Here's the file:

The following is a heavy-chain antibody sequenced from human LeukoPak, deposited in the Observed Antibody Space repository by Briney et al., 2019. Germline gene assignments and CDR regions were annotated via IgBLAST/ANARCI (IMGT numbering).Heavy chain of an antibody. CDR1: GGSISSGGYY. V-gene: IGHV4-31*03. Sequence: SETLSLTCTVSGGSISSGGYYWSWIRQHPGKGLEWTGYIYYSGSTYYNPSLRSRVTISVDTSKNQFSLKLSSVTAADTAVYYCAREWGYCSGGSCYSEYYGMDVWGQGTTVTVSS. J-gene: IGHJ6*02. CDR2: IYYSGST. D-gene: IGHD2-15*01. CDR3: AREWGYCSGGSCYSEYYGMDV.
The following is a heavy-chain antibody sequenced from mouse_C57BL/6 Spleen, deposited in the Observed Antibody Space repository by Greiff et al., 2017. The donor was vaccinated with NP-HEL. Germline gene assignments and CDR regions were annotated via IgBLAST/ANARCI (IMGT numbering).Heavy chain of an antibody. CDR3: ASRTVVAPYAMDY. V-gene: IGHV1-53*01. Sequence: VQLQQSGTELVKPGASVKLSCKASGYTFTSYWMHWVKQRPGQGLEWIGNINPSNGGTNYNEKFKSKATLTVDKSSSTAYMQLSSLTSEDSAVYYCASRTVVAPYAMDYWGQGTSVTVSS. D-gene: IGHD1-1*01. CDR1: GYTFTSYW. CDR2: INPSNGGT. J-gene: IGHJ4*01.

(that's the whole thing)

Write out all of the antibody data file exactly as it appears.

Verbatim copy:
The following is a heavy-chain antibody sequenced from human LeukoPak, deposited in the Observed Antibody Space repository by Briney et al., 2019. Germline gene assignments and CDR regions were annotated via IgBLAST/ANARCI (IMGT numbering).Heavy chain of an antibody. CDR1: GGSISSGGYY. V-gene: IGHV4-31*03. Sequence: SETLSLTCTVSGGSISSGGYYWSWIRQHPGKGLEWTGYIYYSGSTYYNPSLRSRVTISVDTSKNQFSLKLSSVTAADTAVYYCAREWGYCSGGSCYSEYYGMDVWGQGTTVTVSS. J-gene: IGHJ6*02. CDR2: IYYSGST. D-gene: IGHD2-15*01. CDR3: AREWGYCSGGSCYSEYYGMDV.
The following is a heavy-chain antibody sequenced from mouse_C57BL/6 Spleen, deposited in the Observed Antibody Space repository by Greiff et al., 2017. The donor was vaccinated with NP-HEL. Germline gene assignments and CDR regions were annotated via IgBLAST/ANARCI (IMGT numbering).Heavy chain of an antibody. CDR3: ASRTVVAPYAMDY. V-gene: IGHV1-53*01. Sequence: VQLQQSGTELVKPGASVKLSCKASGYTFTSYWMHWVKQRPGQGLEWIGNINPSNGGTNYNEKFKSKATLTVDKSSSTAYMQLSSLTSEDSAVYYCASRTVVAPYAMDYWGQGTSVTVSS. D-gene: IGHD1-1*01. CDR1: GYTFTSYW. CDR2: INPSNGGT. J-gene: IGHJ4*01.